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Protect Public Health or Allow Freedom of Choice?

Dear Editor:

Your editorial in the Aug. 26, 2010 edition ("Taking a Stand Against Childhood Obesity") regarding childhood obesity and the lawsuit by the Center for Science in the Public Interest (CSPI) against McDonald's "Happy Meals" raises some important issues. It is true that chiropractors occupy a natural place of importance in the discussion of obesity, nutrition and lifestyle. It is also obviously true to anyone with an IQ rivaling Forrest Gump that McDonald's meals, happy or otherwise, for the most part are about as beneficial to one's health as crossing an SEIU picket line. Herein lies the dilemma for those of us who value the health of the public and our rights as citizens in a representative republic.

Our profession is the product of over a century of hard-fought rights and privileges that stem from the freedoms laid out in the founding documents of our country. (I seem to remember something about life, liberty and the pursuit of happiness.) Anyone who has been to a chiropractic convention recognizes that our profession is made up largely of men and women who have chosen to follow a calling that goes against the mainstream and flies in the face of the orthodoxy. In short, we are a professional representation of the ideas that spawned our country: freedom to choose and to be responsible for the decisions that we make. We have, or are supposed to have, the freedom to succeed and likewise the freedom to fail and then hopefully learn from those failures.

There is an observable, ever-growing chorus of elite voices in our culture making decisions about the lives the rest of us lead. Here in New York City, we have a mayor who has come to the conclusion that it is his responsibility to keep the rest of us poor, dumb schmucks from salting our food in restaurants and frying our food in oils that he does not approve of. In the lawsuit referred to and evidently approved of in your editorial, the CSPI has decided to sue McDonald's for the heinous crime of giving away toys in its "Happy Meals." According to the good folks at CSPI, the act of giving away plastic Disney movie merchandise by McDonald's is turning the children of our country into millions of prepubescent Professor Klumps.

These meddlesome, elitist busybodies actually have the cheek to say that because McDonald's has the effrontery to exercise its rights as a corporate entity and advertise these freebies, that children will "pester their parents to take them to McDonald's." Yeah they will. I'll bet the little urchins will also pester their parents to buy cola, Little Debbie snack cakes, Lucky Charms sugar-laden breakfast cereal and Hawaiian Punch.

Where's the lawsuits forbidding them from advertising? Hey, while we're at it, we know that giving children NSAIDS for fever reduction is potentially harmful, as are antibiotics for otitis media - will we file a similar lawsuit against Big Pharma?

The most glaring obscenity in all this is the assumption that the citizens of this country are such dead-from-the-neck-up, mouth- breathing simpletons that parents will acquiesce to the corporate-induced whims of every foot-stamping, fit-throwing toddler. If this is truly the case, then I suggest we close our offices today and start selling Amway or wait tables. After all, our fellow Americans are far too stupid to be swayed to partake in our services due to the nonstop bombardment of pharmaceutical advertisements that permeate our television airwaves daily. How can we expect these gullible, sheep-like morons to overcome the incredible forces of Ely-Lilly and Merck and actually engage in independent, rational thought?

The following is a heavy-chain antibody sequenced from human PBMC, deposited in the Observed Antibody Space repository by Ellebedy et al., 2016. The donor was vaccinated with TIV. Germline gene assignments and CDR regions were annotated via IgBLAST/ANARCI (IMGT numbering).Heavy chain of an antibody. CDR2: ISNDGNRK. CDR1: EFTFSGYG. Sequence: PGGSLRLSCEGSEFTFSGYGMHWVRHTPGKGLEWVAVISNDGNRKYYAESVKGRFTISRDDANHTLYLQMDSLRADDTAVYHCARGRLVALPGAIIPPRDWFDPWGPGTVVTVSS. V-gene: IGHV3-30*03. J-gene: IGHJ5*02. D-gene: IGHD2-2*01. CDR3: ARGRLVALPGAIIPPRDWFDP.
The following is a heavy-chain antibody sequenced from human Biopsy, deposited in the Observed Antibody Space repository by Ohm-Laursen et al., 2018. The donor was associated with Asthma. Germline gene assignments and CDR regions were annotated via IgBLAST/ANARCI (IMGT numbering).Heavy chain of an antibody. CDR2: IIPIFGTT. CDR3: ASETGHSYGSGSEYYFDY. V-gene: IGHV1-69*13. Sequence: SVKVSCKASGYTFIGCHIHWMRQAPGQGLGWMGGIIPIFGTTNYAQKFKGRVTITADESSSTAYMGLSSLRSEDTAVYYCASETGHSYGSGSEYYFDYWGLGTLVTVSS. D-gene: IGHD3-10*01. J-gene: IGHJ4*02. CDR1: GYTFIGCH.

Before we take up the rodent section of the Pied Pipers Nanny State parade float, we might want to consider where this road leads us. If we can force a company engaging in lawful advertising practices to abandon a legitimate free-market activity, what else can we be coerced to do or not do? What happens if these same know-best weasels at CSPI decide chiropractic adjustments are dangerous for children? How about if they decide that, in their infinite wisdom, our Neanderthal populace can't be trusted to buy vitamins at health food stores?

Freedom is a dangerous thing. People are free to be stupid, parents are free to be idiots and do what their 5-year-old child demands. Freedom is also a wonderful thing that, once lost, cannot be restored. Yes, we should of course encourage corporate entities to do what is right. At the same time, we need to remember that the freedom they have to earn profits through the sale of their products, whether cigarettes, Twinkies, Oxycontin or organic blueberries, is the same freedom we rely upon to sell our profession and the services it provides to the public. Without that freedom, without the right of the populace to make their own decisions about how they choose to take care of their health and that of their children, we would have ceased to exist as a profession long ago.

Charles Krieger, DC
White Plains, N.Y.

When Is an MRI Necessary? When You Believe It's Necessary

Dear Editor:

I have been a licensed chiropractor since 1983 and started ordering MRIs in 1989 or 1990. Regardless of whether or not the ACR recommends an MRI, the treating doctor (be it DC, DO or MD) - and only that doctor (not the ACR) - will be culpable and liable if the patient does not progress under care. [See "When Is an MRI Necessary?" by Dr. Marco Lopez, June 17 DC, which prompted this letter.]